Martin Luther King, Jr., was often frustrated with the churches of his time. He saw countless Christians talking about love but then keeping mum about the injustices of segregation and the immorality of Vietnam. In his famous book, Where do we go from here?, he writes,

Through violence you may murder the liar, but you cannot murder the lie, nor establish the truth. Through violence you may murder the hater, but you do not murder hate. In fact, violence merely increases …Returning violence for violence multiplies violence, adding deeper darkness to a night already devoid of stars. Darkness cannot drive out darkness: only light can do that. Hate cannot drive out hate: only love can do that.

All too often, we Christians forget that we serve Jesus, the man of sorrows, the Savior who saved by becoming a living sacrifice, a martyr. How can we go on supporting “righteous” violence any longer?

The church is best when it counterbalances and opposes the state. It should provide the moral conscience of our 3-party system; it should be the fourth party, mores so than the media. Instead, we have allied ourselves with soldiers in a time that needs no encouragement for warring. It is high time we took Jesus’ brave stance against violence and began working on problems themselves rather than attacking those who might oppose us. The gospel of peace speaks for itself when it is lived out in earnest.

Published in: on November 12, 2007 at 7:28 am  Leave a Comment  

The Quest for Quality Quarreling

     Quakers know how to quarrel. Perhaps that is how they can be pacifists. According to a good brother of mine, Friends table their disputes until the next day of the meeting (every meeting is more than one day). If the dispute still exists, then the two Friends at odds participate in Two Men Standing. This involves standing beside each other for hours in silence, usually in a very public place. One person eventually cracks or comes up with a compromise/solution, and the dispute is solved without violence and without bitterness.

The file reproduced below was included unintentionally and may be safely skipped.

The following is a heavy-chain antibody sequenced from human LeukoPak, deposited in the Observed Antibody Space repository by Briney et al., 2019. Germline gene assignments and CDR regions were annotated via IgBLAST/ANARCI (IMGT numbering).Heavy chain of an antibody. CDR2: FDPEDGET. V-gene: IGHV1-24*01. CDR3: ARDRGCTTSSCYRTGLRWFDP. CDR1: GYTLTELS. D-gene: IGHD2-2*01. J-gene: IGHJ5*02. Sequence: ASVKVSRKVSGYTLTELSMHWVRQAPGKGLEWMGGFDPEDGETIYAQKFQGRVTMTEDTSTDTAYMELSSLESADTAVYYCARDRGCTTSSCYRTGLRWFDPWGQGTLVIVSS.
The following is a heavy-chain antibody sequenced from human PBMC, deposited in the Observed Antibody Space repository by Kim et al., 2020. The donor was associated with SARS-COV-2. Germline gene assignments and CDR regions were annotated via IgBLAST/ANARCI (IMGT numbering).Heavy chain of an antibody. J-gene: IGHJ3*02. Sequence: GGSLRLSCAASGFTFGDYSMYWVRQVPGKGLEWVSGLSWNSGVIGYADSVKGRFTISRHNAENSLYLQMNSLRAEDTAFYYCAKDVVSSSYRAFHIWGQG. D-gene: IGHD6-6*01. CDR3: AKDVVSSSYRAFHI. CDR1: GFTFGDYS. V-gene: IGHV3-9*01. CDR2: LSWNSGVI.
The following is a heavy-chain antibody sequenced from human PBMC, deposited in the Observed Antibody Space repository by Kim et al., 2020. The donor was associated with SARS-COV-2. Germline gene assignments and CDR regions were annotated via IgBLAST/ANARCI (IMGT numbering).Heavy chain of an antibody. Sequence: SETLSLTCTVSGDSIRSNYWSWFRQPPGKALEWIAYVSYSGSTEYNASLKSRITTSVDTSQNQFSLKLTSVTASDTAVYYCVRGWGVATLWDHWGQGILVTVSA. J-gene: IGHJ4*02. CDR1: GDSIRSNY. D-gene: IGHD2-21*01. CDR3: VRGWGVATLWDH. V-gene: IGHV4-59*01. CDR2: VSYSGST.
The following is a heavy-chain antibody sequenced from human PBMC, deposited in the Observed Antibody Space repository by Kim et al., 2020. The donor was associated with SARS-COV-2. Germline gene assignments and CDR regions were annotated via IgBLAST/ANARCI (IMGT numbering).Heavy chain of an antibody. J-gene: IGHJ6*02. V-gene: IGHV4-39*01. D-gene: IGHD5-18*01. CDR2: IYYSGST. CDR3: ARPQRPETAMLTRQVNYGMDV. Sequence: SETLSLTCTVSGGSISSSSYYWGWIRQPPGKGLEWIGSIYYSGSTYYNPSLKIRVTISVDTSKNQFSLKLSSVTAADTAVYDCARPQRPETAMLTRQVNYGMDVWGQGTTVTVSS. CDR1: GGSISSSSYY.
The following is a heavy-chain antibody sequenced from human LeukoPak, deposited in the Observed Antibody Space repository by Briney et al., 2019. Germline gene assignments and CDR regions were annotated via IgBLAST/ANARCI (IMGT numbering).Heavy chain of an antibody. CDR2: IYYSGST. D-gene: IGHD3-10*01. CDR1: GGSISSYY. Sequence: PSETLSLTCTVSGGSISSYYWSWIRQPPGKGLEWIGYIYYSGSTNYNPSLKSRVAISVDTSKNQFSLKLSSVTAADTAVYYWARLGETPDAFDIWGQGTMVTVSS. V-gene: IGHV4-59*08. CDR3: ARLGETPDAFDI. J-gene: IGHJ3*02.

If it’s one thing our country’s politics need, it’s civil discourse. Barack Obama has repeatedly voiced his stance for civil discourse, and to the extent that he and other candidates have engaged in such discussion throughout their campaigns, our nation has seen a much more respectful campaign trail. While it is important that our politicians civilly disagree, it is even more vital that we as Americans discuss common issues with respectful dialogue. “Illegal alien,” “welfare queen,” and “terrorist” are all incendiary terms which do little to progressively engage the issue but do much to inflame opinions and summon the worst in human biases. Lou Dobbs, I hesitate to mention his name for fear he might use it for further publicity, is solving our nation’s disputes about as well as a border wall will resolve our border insecurities. Such bombastic hate-speech separates us from our neighbors much more than a border wall, and it further discriminates those legal immigrants from the countries which have been targeted as chief senders (ex. Mexico).

    People are people, and to peg them as issues is to divest them of their sanctity. Civil discourse does not judge an entire race or gender or subculture on the actions of a single individual. Civil discourse does not try to beat one’s opponent but seeks eventual harmony between both sides. I wonder if shock speakers like Lou Dobbs would take up my challenge and stand beside me outside the U.N. Building in New York, agreeing to wait in silence until we had some words of peace and reconciliation for each other. Our country, I think, could do more with these standing disagreements than with a standing army.

Published in: on November 10, 2007 at 9:43 pm  Comments (2)